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Data Sheet–How New Tech From A.I. to Drones is Improving Healthcare

Psychologist and author Lisa Damour speaking at the 2019 Fortune Brainstorm Health conference in San Diego.Psychologist and author Lisa Damour speaking at the 2019 Fortune Brainstorm Health conference in San Diego.
Psychologist and author Lisa Damour speaking at the 2019 Fortune Brainstorm Health conference in San Diego. Stuart Isett for Fortune

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There’s enthusiasm about the healthcare industry—I badly want to call it infectious or contagious but fear that would be in poor taste—and it is abundantly evident at Fortune’s Brainstorm Health conference in San Diego this week.

Keller Rinaudo, founder and CEO of medical-supplies-delivery-by-drones company Zipline International, wowed the audience with images of the important work his for-profit company is doing in Africa. The exceedingly well-funded startup is more than a curio, and its technology vastly bests annoying quad-copters. Zipline’s drones are airplanes that land by an innovative tail hook mechanism.

Technology is transforming healthcare, mostly for the good. Hal Barron, chief scientific officer at drug giant GSK, described how his firm is using genetic targeting to double the likelihood that experimental drugs will reach patients—from 10% to 20%. Harvard epidemiologist Caroline Buckee described a project in Puerto Rico that used satellite imaging and mobile phone data to track disease outbreaks so they could be treated more efficiently.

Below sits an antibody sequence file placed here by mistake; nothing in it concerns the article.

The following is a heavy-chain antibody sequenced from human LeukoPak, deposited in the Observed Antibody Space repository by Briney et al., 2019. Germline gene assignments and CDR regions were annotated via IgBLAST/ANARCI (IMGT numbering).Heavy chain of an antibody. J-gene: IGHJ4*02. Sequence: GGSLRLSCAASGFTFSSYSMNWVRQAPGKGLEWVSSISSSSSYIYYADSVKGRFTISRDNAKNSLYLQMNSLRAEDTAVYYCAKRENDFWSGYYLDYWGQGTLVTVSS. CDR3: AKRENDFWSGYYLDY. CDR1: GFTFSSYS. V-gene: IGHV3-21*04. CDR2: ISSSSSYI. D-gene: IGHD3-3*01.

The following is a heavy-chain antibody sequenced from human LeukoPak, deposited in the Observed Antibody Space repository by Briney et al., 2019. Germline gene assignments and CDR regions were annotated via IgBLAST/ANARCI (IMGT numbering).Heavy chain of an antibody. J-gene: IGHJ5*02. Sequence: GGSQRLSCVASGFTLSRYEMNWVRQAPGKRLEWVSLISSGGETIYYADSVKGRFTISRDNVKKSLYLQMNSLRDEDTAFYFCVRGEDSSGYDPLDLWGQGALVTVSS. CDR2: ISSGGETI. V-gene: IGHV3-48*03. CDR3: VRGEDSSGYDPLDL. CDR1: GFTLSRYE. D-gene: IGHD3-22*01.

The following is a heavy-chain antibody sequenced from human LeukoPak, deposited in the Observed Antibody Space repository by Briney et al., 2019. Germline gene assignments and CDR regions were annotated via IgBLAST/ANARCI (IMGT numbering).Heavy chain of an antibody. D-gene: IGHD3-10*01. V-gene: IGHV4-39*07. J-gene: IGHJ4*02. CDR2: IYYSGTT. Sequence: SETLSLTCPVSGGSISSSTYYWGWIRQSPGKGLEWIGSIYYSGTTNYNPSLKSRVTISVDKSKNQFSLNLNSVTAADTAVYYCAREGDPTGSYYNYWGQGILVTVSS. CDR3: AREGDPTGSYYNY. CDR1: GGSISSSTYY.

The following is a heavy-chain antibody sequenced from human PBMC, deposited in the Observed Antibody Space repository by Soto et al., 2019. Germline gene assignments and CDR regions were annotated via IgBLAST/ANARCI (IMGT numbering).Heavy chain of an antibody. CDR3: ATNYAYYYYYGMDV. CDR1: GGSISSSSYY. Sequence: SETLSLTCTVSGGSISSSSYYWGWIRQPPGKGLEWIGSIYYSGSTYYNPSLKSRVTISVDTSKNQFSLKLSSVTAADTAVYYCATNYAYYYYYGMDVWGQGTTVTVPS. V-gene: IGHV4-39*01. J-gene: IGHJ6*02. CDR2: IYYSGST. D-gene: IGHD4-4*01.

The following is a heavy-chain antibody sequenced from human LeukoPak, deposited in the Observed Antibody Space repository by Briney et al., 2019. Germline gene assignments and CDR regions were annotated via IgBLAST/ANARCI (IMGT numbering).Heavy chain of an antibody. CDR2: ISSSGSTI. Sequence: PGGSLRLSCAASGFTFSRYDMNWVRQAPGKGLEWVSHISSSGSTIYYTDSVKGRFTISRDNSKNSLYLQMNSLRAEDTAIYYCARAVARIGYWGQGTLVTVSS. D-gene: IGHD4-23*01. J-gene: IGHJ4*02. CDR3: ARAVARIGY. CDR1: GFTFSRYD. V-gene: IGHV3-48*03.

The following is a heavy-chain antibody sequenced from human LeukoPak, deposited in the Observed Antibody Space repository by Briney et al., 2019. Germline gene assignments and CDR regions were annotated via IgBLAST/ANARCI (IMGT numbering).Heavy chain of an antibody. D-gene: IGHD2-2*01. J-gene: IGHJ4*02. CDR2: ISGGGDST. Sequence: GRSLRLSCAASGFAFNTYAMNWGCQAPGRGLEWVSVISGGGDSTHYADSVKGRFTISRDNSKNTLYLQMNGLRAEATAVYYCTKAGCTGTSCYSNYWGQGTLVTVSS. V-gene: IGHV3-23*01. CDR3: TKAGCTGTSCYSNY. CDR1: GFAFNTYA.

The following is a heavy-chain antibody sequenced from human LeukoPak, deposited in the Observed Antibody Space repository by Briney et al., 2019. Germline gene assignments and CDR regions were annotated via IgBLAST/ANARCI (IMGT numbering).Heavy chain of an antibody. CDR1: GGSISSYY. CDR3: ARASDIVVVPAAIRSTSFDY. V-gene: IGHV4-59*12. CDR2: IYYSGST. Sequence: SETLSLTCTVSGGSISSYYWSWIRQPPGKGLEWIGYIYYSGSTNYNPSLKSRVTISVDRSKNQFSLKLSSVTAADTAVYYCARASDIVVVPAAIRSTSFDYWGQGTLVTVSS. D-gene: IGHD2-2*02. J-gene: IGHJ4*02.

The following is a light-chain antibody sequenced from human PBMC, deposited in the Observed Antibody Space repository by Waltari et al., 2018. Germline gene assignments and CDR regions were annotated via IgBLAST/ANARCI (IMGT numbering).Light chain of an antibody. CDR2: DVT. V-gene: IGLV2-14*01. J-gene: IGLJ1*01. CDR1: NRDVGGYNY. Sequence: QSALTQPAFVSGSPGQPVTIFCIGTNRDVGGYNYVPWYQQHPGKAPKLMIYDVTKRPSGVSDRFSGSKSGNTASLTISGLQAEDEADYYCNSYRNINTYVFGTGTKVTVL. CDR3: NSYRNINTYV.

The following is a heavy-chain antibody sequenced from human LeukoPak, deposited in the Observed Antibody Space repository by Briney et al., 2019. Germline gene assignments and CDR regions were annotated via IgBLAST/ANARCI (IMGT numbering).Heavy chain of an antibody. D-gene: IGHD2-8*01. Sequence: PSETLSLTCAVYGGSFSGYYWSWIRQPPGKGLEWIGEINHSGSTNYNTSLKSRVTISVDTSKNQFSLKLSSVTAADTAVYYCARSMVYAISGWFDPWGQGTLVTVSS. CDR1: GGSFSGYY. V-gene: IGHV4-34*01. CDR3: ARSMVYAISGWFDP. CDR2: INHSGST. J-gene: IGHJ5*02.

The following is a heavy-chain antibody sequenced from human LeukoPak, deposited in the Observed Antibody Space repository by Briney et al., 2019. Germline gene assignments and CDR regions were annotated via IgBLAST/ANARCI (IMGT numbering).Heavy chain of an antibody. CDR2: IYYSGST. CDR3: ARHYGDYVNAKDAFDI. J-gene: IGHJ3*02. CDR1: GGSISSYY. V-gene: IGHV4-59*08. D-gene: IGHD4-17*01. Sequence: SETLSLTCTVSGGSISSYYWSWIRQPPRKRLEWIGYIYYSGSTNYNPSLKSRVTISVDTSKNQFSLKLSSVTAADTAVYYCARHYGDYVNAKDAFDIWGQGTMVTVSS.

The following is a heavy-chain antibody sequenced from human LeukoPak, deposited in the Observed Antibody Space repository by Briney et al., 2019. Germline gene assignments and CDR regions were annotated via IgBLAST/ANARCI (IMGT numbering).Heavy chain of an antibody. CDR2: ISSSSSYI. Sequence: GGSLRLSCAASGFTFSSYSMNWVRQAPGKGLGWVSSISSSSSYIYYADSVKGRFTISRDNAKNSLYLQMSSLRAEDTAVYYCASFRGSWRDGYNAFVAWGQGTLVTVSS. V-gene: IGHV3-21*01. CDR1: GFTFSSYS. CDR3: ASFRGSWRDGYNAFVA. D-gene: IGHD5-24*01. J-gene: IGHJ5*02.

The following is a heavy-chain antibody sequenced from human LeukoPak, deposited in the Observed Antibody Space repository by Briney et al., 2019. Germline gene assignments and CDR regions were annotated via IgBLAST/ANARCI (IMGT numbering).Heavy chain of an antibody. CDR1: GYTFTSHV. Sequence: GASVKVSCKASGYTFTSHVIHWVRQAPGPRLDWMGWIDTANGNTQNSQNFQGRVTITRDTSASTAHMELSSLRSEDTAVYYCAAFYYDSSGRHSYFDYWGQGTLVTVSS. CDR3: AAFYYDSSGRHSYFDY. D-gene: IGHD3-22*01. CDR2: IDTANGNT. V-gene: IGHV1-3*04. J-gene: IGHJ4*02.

There’s always a downside to this kind of enthusiasm. Health-industry leaders love talking about whiz-bang technology. Coming up with solutions to the chronic problem of the underserved, not so much. When the Cleveland Clinic’s (and now Google Cloud advisor) Toby Cosgrove asked Bruce Broussard, CEO of mega-insurer Humana, his perspective on “Medicare for All,” the insurance executive murmured vague praise for “the government” and proceeded to dance unsatisfyingly around an answer.

Another downer: Peter Sands, the former banker who runs the Global Fund for AIDS, Tuberculosis and Malaria, observed that “the business community is not really engaged in global health in the way they are engaged in the environment.” His group studied the Fortune 500 and learned that 74% of the companies have policies on the environment while just 10% formally addressed global health. And many of those are healthcare companies. Sands theorizes that environmental activists have done a far better job of engaging with corporations and that the global health community itself is deeply mistrustful of business. “I think the global health community needs to take a long, hard look at how it engages,” he said.